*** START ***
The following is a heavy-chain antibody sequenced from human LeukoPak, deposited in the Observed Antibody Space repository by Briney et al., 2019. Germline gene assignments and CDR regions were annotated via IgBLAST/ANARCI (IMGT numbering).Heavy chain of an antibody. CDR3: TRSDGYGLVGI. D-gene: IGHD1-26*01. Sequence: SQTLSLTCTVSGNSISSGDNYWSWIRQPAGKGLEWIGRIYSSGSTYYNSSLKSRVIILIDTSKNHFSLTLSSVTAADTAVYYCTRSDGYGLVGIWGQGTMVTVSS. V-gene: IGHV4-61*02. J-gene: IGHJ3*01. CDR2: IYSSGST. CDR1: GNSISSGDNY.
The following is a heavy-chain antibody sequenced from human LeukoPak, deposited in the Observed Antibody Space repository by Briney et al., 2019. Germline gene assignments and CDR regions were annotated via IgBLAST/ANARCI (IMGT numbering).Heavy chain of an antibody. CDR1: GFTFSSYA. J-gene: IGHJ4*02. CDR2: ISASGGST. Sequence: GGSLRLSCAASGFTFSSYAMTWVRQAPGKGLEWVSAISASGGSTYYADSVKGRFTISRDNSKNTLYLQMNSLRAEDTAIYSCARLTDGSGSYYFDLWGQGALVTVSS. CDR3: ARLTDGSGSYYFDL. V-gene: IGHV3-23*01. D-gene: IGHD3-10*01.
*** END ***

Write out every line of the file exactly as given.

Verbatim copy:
The following is a heavy-chain antibody sequenced from human LeukoPak, deposited in the Observed Antibody Space repository by Briney et al., 2019. Germline gene assignments and CDR regions were annotated via IgBLAST/ANARCI (IMGT numbering).Heavy chain of an antibody. CDR3: TRSDGYGLVGI. D-gene: IGHD1-26*01. Sequence: SQTLSLTCTVSGNSISSGDNYWSWIRQPAGKGLEWIGRIYSSGSTYYNSSLKSRVIILIDTSKNHFSLTLSSVTAADTAVYYCTRSDGYGLVGIWGQGTMVTVSS. V-gene: IGHV4-61*02. J-gene: IGHJ3*01. CDR2: IYSSGST. CDR1: GNSISSGDNY.
The following is a heavy-chain antibody sequenced from human LeukoPak, deposited in the Observed Antibody Space repository by Briney et al., 2019. Germline gene assignments and CDR regions were annotated via IgBLAST/ANARCI (IMGT numbering).Heavy chain of an antibody. CDR1: GFTFSSYA. J-gene: IGHJ4*02. CDR2: ISASGGST. Sequence: GGSLRLSCAASGFTFSSYAMTWVRQAPGKGLEWVSAISASGGSTYYADSVKGRFTISRDNSKNTLYLQMNSLRAEDTAIYSCARLTDGSGSYYFDLWGQGALVTVSS. CDR3: ARLTDGSGSYYFDL. V-gene: IGHV3-23*01. D-gene: IGHD3-10*01.